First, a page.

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The Problem with God's Justice: it isn't ours | A Reflection on Jonah 4

The Problem with God's Justice: it isn't ours | A Reflection on Jonah 4

A sermon prepared for a Homiletics course at Virginia Theological Seminary on the final chapter of the Book of Jonah (Jonah 4)


In today’s reading, the Book of Jonah meets an appropriately ironic and dramatic end. After finally making his way to Ninevah and preaching God’s word to it, a somewhat reluctant prophet until the end, Jonah watches as God casts judgment on that great and wicked city. 

And, God does judge Nineveh; but, God acquits. Jonah, the vessel of God’s redeeming Word, stands looking on, one more witness to the Truth: God’s mercy is just. And God’s justice is mercy. And this is Good News. For every one. No exceptions. 

Jonah knows this truth in his bones, feels this truth intimately. He professes this truth as the very reason he never wanted to go to Ninevah in the first place: “That is why I fled to Tarshish at the beginning! For I knew that you are a gracious God and merciful, slow to anger, and abounding in steadfast love, and ready to relent from punishing.” 

God’s just mercy did not surprise Jonah. In fact, the very certainty of its form and function stirred something ugly up within him. 

Something dark and something deep rose to the surface. Something that did not send him running to the belly of a boat or find him desperately praying in the belly of a great fish. Something that did not seek to follow God, however reluctantly, into the belly of a great city. But, instead something that had Jonah setting up front row seats out in the open to witness a hoped for destruction of God’s own people.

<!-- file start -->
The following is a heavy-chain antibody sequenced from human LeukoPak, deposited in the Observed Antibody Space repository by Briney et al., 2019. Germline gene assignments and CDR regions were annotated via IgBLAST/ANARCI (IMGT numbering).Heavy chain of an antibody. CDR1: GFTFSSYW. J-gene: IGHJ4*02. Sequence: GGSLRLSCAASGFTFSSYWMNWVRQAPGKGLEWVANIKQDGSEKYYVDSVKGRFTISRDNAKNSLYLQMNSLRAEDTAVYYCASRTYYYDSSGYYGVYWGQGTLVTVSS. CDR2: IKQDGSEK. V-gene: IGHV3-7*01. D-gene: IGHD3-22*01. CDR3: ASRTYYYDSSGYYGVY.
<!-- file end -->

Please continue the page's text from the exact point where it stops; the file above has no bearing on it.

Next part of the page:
Tell me that you haven’t been there, in that front row seat, and I’ll ask you to look again. To dig deeper. To be a bit more honest. Who among us hasn’t longed in some way for retribution? Hasn’t hoped that our adversaries would get their just desserts? Hasn’t felt the kindling of a far cry from love in our bellies and seen it surface in ugly ways? Of course we have.

And, here Jonah sits, the kindling of a far cry from love in his belly, as he takes his front row seat to “see what’ll happen.” 

There is little doubt that Jonah had good cause to be both angry with and to fear Ninevah, God himself acknowledged the wickedness of that place. And, Jonah wanted justice. And, you know, I get that. He wanted that kind of justice that makes you feel like there is something fair about the world. Something right. Something orderly and clear. 

For me, its the type of justice that acknowledges that there are good people and bad people. That puts people like James Cone and Pope Francis and Mr. Rogers and Martin Luther King Jr. in fundamentally different categories than people like Dylan Roof and Bill Cosby and Harvey Weinstein and the man who murdered my friend’s beautiful baby, Millie. Its a justice that is clean and clear and wholly directed by my own sensibilities and understandings of this world of ours. It’s that kind of justice. We all know it. We all want it. 

And, here Jonah sits, waiting for that type of justice, even though he knows its not coming. God’s will be done now. Not Jonah’s. And this will, God’s will, drives Jonah to a desperate prayer. “That is why I fled to Tarshish at the beginning, he says; for I knew . . . And, now, O’Lord, please take my life from me, for it is better for me to die than to live.”

This seems awfully dramatic. But, what if what’s happening here is not just Jonah being a big fat cry baby, but is actually Jonah speaking truth out of his own hurt, his own grief. Consider this, if Jonah has good reason to fear and to be angry with Ninevah, and we’ve already decided he must, than to pass through its streets unharmed, to be delivered from that wicked belly unscathed, must have been an enormous emotional task.